For millions of Americans detained by law, the COVID-19 pandemic may be especially distressing. As of April 8, more than 1,300 COVID-19 cases had been reported at jails and prisons in the U.S., raising questions about the rights of people who have limited ability to protect themselves from infection. Policy makers have explored different options to prevent the spread of coronavirus in correctional facilities, including eliminating cash bail, reducing arrest rates and releasing people early who were incarcerated for non-violent crimes.
Yet there is another population of Americans who may be detained under law and face risks related to COVID-19: patients held in psychiatric units.
Every state in the United States has laws that authorize involuntary psychiatric hospitalization in specific situations, most often when someone poses a danger to self or others because of mental illness. It’s difficult to know how many people are held for psychiatric care at a given time, although estimates suggest more than one million involuntary psychiatric detentions take place each year in the United States.
Involuntary hospitalization can be lifesaving for patients grappling with suicidal thoughts, delusions, mania or other symptoms of mental illness, and not all people brought to emergency departments under these laws are admitted against their wishes. Some patients might decide they want to receive care and ask to be admitted on a voluntary basis. In other cases, health professionals in emergency departments evaluate patients, help address their symptoms, and set up community supports that enable patients to obtain care outside of hospitals.
Still, the COVID-19 pandemic has worrisome implications for patients needing involuntary psychiatric care.
Patients with serious mental illness are already part of a vulnerable population that may be grappling with unstable housing, poverty, addiction, other medical conditions and limited health literacy. As a result, they may be at increased risk for acquiring and developing complications from COVID-19. Further, the set-up of inpatient psychiatry units, which typically includes open interactions between patients and staff, group therapy and communal meals, could increase the risks of infectious disease transmission. According to one estimate, there had been more than 1,450 COVID-19 cases in state mental health facilities across 23 states and the District of Columbia as of April 16. Other countries, such as Canada, China and South Korea, have also grappled with COVID-19 outbreaks in mental health facilities.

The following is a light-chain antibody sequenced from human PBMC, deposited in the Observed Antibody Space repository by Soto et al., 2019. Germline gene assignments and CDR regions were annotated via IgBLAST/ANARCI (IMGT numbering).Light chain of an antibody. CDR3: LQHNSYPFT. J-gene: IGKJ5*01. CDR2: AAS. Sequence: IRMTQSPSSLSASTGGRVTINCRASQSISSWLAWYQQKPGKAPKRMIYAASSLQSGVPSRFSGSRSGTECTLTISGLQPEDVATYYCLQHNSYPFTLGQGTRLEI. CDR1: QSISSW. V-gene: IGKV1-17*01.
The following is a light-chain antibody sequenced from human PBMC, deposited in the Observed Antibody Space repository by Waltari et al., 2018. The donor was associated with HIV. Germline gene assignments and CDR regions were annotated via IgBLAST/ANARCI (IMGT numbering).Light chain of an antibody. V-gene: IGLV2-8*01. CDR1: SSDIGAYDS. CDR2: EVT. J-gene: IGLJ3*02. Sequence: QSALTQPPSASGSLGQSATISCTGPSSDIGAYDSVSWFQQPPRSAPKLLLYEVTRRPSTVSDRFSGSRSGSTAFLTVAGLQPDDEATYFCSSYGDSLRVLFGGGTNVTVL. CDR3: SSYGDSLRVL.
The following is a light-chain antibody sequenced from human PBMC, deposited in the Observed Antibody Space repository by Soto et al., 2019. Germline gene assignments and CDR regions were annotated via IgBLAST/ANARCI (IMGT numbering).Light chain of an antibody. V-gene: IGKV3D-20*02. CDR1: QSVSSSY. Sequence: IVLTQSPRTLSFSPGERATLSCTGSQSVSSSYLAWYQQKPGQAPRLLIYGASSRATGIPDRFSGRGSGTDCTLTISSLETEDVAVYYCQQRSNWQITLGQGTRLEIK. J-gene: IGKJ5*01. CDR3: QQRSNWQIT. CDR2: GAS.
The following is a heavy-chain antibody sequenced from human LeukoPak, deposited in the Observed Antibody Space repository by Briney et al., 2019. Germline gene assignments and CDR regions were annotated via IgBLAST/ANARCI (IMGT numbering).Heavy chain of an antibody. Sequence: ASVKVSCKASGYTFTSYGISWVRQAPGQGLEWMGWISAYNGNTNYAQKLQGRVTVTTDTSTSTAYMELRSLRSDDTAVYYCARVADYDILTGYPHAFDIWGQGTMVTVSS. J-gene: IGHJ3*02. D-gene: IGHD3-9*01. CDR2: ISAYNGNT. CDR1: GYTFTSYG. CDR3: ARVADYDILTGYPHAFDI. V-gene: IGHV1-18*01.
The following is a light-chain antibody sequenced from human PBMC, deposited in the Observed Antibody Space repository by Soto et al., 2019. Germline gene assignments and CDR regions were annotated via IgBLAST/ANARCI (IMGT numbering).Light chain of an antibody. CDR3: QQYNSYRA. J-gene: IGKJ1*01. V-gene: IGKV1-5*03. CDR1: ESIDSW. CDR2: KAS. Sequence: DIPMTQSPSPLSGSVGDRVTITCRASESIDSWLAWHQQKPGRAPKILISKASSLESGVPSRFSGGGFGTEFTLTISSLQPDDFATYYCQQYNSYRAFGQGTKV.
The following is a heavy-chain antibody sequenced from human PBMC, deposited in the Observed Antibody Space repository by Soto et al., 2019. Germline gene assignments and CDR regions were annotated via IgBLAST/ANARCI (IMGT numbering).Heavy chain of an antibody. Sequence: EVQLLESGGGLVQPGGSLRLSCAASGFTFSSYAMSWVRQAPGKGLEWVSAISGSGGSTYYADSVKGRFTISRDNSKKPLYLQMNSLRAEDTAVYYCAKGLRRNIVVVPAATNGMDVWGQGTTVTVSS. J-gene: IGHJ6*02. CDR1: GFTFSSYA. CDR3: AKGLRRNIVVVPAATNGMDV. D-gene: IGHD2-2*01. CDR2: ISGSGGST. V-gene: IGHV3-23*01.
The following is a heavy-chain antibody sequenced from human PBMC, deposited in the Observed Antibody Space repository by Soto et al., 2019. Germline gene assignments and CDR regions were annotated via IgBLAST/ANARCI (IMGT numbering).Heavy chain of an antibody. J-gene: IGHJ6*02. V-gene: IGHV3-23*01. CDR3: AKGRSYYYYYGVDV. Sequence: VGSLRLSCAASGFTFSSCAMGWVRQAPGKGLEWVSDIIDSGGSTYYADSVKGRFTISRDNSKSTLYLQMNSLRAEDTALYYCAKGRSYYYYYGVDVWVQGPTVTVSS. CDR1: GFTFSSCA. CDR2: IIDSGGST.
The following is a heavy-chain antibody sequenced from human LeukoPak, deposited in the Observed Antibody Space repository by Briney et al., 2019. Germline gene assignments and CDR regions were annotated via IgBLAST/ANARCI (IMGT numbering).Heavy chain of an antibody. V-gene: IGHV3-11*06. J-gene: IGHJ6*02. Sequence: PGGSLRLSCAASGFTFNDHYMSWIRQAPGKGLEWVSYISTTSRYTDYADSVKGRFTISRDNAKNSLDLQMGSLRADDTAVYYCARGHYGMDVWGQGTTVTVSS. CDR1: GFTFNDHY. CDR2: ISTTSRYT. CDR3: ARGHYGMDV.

When our laws bring people against their will into hospitals, we all have a duty to protect these patients, particularly during a pandemic.
First, mental health facilities can take steps to protect patients and staff from COVID-19. Decreasing the risks of infectious disease transmission requires comprehensive measures, such as encouraging handwashing, practicing physical distancing, providing masks to patients and staff, limiting in-person group therapy, screening patients and staff for COVID-19 symptoms, asking staff with symptoms to stay home and expanding testing for patients and staff in these settings. Since psychiatry units may be particularly susceptible to infectious disease outbreaks, staff should weigh these risks when considering admitting patients and discharge patients as soon as can be safely done. Patients who test positive may need to be temporarily transferred to separate units to decrease risks of viral transmission.
Second, we need to be vigilant about protecting patients’ rights during this pandemic. Hospitals are banning visitors to reduce infection risks, but patients who lean on family and friends for support might struggle to recover, to understand their treatment, or to make informed decisions about their care. Similarly, mental health advocates may not be able to meet with patients in person, which could impede patients’ access to legal counsel during involuntary hospitalization. Hospitals should set up telephone and videoconferencing options not only so patients can communicate with loved ones, but also for coordinating legal proceedings with courts.
Third, supporting access to mental health services during this pandemic is key. Some mental health systems, such as the California Department of State Hospitals, have recently suspended admissions and discharges for patients. Some community facilities and programs will not accept patients unless they have negative SARS-CoV-2 tests upon discharge from hospitals. While potentially limiting the spread of COVID-19, these policies could exacerbate shortages of psychiatric beds, prolong emergency department waits for patients who need admission, or prevent discharge for patients no longer needing hospitalization.
Expanding reimbursement and use of telepsychiatry may be one way to help. By providing ongoing psychotherapy, medication access or case management for people in the community, telepsychiatry might help keep them well and out of hospitals. Although less well studied in hospital settings, telepsychiatry in hospitals could facilitate access to mental health professionals in emergency departments, prevent unnecessary admissions and support treatment on psychiatric units while limiting in-person interactions.
Mental health care is too often under-resourced and ignored, and COVID-19 will place further strain on these systems. Patients receiving involuntary psychiatric care are especially vulnerable during this pandemic, and we need to act quickly to support them.